Schumer, Gillibrand Make New Senate Push To Preserve Plum Island & To Prevent Sale To Highest Bidder; Unless Congress Acts, Home To Endangered Species & Wildlife Sanctuary Will Be Sold, Possibly Uprooted By Private Developer
Schumer, Gillibrand Push to Undo Existing Law That Prevents A Federal Agency—Like NPS or U.S. Fish & Wildlife—To Obtain A Resource Like Plum Island; Senators Say Land Should Be Obtained By An Agency That Commits To Preserving The Land Current Law Requires Plum Island To Be Sold To Highest Bidder; Senator Says Development of the Land Would Threaten Irreplaceable Habitat for Endangered Species & Destroy Environmental Resources on Long Island Schumer, Gillibrand: Ripping Apart Plum Island Is
U.S. Senators Charles E. Schumer and Kirsten Gillibrand today urged the Senate Committee on Appropriations to prevent Plum Island from being sold to a private developer. Schumer and Gillibrand are pushing to repeal law that would allow the land to be sold to be the highest bidder. Plum Island is currently home to the Plum Island Animal Disease Center (PIADC), a federal facility that will soon be put up for sale by GSA in order to offset the construction costs of new facility being constructed in Kansas. Schumer and Gillibrand said that the property should be obtained by a federal agency, like the National Park Service or U.S. Fish and Wildlife Service,that will commit to preserving Plum Island as an ecological resource.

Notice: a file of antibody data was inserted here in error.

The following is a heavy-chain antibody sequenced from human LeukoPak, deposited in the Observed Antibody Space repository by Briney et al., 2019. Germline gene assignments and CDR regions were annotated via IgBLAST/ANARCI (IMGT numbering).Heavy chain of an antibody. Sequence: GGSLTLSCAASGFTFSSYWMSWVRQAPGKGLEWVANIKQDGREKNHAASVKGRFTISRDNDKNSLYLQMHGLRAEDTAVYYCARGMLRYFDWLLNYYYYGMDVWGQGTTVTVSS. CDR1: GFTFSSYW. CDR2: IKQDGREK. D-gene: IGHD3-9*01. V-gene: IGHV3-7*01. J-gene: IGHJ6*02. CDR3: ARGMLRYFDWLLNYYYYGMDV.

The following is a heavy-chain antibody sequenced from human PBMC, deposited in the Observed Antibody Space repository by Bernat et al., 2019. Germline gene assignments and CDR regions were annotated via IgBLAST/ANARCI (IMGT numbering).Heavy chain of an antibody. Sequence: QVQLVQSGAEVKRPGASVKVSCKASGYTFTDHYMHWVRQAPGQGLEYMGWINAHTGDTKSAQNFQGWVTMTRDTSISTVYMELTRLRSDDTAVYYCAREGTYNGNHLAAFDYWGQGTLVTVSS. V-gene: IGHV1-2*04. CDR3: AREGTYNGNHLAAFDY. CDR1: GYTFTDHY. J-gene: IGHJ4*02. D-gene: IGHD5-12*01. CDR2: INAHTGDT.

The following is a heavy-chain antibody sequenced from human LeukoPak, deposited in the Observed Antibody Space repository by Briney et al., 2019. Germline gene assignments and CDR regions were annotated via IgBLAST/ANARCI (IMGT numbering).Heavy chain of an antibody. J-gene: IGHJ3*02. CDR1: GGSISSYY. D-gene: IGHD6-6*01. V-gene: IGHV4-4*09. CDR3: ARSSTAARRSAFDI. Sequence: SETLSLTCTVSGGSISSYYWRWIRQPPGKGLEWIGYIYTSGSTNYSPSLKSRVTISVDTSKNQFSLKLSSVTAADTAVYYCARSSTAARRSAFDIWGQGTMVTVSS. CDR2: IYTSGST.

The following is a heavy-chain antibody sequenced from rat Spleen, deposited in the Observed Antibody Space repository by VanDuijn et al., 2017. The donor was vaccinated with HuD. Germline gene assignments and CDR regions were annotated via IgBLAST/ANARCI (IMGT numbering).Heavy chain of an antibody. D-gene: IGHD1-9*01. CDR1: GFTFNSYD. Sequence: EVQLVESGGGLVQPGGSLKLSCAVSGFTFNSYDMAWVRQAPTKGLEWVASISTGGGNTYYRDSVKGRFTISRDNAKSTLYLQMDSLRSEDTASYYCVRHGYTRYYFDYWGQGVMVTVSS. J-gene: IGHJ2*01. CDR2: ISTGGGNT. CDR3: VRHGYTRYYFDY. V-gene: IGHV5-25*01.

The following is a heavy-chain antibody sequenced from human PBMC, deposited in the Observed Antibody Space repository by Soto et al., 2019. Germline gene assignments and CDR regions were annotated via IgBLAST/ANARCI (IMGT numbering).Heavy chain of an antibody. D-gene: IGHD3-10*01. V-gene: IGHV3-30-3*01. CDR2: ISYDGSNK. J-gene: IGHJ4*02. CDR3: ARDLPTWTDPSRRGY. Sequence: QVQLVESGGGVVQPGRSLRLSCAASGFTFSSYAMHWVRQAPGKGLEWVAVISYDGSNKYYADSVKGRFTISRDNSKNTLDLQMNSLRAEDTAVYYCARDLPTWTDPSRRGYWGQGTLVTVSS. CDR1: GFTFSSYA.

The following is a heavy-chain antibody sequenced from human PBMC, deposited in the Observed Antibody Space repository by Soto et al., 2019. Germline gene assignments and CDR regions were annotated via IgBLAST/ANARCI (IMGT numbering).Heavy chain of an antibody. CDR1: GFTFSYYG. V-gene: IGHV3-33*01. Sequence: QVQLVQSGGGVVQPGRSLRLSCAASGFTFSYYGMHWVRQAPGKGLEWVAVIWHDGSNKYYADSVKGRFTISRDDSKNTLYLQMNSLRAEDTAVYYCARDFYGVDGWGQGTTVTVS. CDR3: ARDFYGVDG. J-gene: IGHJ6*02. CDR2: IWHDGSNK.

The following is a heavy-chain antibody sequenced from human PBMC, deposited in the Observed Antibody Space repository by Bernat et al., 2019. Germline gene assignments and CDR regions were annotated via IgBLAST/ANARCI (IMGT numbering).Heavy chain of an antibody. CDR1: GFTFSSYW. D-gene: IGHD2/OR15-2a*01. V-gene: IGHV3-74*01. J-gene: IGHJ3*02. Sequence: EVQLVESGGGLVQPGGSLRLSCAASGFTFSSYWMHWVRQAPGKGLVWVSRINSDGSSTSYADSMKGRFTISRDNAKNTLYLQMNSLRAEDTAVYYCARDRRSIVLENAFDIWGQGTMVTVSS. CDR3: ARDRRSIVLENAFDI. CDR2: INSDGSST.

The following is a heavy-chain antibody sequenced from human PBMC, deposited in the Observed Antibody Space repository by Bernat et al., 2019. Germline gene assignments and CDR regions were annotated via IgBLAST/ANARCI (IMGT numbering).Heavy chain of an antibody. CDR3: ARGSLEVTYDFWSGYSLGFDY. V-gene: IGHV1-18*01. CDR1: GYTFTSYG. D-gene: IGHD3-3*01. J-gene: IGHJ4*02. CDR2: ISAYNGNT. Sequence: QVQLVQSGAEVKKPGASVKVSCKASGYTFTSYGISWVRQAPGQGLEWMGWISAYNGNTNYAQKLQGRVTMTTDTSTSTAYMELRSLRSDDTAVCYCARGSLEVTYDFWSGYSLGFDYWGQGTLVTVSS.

The senators today said that because Plum Island has immense environmental value, the Senate should repeal current language that requires it be sold to a private entity.
“With open space ever dwindling on Long Island, we should do everything possible to preserve the environmental and wildlife habitat that is Plum Island,” said Senator Schumer. “We should change current law and prevent Plum Island from being sold to a private developer. It would be a mistake and lost opportunity to rip apart this unique 840-acre environmental setting and destroy the habitat of the endangered species that live there.”
“Plum Island is home to diverse wildlife, including numerous endangered species, and we must preserve its critical habitat and natural resources,” said Senator Gillibrand, a member of the Environment and Public Works Committee. “It would be an irreversible mistake to sell off Plum Island for private development, and we should instead ensure that it continues to be federally protected for future generations.”
“Plum Island contains an abundance of unique and rare environmental qualities that preservation programs across our nation have been fighting to protect. We only have one chance to preserve something truly unique and since the federal government owes this land, they should preserve this land. Selling Plum Island for development would be hypocritical and antithetical to all the programs designed to restore Long Island Sound, protect endangered species and listen to the will of the pubic which strongly favors preservation,” said Adrienne Esposito, Executive Director of Citizens Campaign for the Environment. “We are very thankful that Senator Schumer is a champion for this issue.”